Summ. J. Ex. D [“Lease”], ECF No. 59-2). On
November 13, 2014, the Foundation sent a letter to Smith and
Defendant Spivey, the sole member of St. Marks, stating that
it was ceasing any further engagement with COIL and
requesting that the Sign be removed from the exterior of the
Property. (Am. Compl. ¶¶ 21, 22). On January 12,
2016, counsel for the St. Marks Defendants sent the
Foundation a letter giving the Foundation permission to
remove the Sign from the Property (“January 2016
Letter”). (Defs.' Mot. Dismiss Ex. 1 [“Jan.
2016 Letter”], ECF No. 9-1). COIL occupied the Property
under the Lease until May 4, 2016, when the District Court
for Baltimore City, Maryland evicted COIL from the Property.
(Spivey Dec. ¶ 14, ECF No. 59-2). St. Marks then removed
the Sign from the Property. (Id. ¶ 15;
Defs.' Mot. Partial Summ. J. Exs. G & H, ECF No.
November 19, 2015, the Foundation sued the St. Marks
Defendants and Smith, alleging claims for False Endorsement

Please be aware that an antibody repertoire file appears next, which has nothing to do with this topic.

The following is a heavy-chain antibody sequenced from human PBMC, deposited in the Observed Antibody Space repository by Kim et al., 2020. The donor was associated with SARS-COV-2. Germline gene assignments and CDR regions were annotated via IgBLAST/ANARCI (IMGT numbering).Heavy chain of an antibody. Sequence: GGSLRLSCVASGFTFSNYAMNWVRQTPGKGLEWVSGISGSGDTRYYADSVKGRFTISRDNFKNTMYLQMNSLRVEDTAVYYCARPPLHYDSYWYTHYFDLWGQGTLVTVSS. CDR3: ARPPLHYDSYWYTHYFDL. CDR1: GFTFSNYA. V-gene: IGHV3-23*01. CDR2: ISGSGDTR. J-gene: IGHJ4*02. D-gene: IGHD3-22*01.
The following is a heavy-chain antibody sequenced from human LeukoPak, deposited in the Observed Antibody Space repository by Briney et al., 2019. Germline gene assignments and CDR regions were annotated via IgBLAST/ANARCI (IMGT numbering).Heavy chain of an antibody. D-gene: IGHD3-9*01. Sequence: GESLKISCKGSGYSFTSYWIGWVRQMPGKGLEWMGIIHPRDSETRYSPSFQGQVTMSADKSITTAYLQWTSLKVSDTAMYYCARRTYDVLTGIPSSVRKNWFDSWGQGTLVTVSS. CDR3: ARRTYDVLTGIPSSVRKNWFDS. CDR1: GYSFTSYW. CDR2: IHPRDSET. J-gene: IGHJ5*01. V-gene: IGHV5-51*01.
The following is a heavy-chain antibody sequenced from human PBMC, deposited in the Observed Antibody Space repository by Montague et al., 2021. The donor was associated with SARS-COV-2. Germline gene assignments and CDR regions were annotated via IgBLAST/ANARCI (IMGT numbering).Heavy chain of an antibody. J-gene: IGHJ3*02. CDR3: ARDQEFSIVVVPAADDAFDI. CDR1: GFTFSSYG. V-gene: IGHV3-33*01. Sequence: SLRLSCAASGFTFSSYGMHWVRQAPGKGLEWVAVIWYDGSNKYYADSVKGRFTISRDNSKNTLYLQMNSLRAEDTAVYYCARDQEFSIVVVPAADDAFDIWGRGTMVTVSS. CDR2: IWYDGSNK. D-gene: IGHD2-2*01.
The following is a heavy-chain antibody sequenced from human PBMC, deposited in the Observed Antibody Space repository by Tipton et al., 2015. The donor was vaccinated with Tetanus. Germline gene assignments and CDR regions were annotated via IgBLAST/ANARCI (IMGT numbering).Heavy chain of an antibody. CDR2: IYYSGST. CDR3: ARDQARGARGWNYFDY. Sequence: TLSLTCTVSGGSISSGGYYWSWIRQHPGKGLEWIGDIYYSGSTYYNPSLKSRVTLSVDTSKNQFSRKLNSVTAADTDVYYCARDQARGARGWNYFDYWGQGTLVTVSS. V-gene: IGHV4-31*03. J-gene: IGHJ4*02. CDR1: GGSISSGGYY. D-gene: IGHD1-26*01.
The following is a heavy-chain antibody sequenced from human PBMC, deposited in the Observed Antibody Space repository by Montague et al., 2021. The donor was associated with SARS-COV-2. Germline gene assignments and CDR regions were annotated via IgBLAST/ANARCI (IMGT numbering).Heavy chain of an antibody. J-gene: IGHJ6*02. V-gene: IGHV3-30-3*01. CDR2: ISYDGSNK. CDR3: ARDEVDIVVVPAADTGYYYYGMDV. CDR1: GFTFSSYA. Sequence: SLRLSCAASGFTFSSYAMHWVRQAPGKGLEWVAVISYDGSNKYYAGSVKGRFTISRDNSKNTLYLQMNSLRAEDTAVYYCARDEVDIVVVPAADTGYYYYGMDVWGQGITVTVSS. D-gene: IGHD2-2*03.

under Section 43(a) of the Lanham Act, 15 U.S.C. §
1125(a) (2012) (Count I), Breach of Contract (Count II),
Civil Conspiracy (Count III), and as to COIL and Smith only,
Accounting (Count IV). (Compl., ECF No. 1). On February 4,
2016, the St. Marks Defendants filed a Motion to Dismiss and
attached the January 2016 Letter as an exhibit in support of
their Motion. (ECF Nos. 8-9; ECF No. 9-1). The Court
eventually denied the Motion. (ECF No. 24).
December 12, 2016, the St. Marks Defendants filed a Motion
for Partial Summary Judgment against the Foundation. (ECF No.
59). On January 9, 2017, the Foundation filed a Response,
(ECF No. 66), and on February 3, 2017, the St. Marks
Defendants filed a Reply, (ECF No. 72). On February 9, 2017,
the Foundation filed a Motion for Partial Summary Judgment
against the St. Marks Defendants, COIL, and Smith. (ECF No.
77). The Motion was fully briefed as of April 10, 2017 as to
the St. Marks Defendants and Smith. (See ECF Nos. 97, 101,
123). COIL did not file a Response.
Standard of Review
reviewing a motion for summary judgment, the Court views the
facts in a light most favorable to the nonmovant, drawing all
justifiable inferences in that party's favor. Ricci v.
DeStefano, 557 U.S. 557, 586 (2009); Anderson v. Liberty
Lobby, Inc., 477 U.S. 242, 255 (1986) (citing Adickes v. S.H.
Kress & Co., 398 U.S. 144, 158-59 (1970)). Summary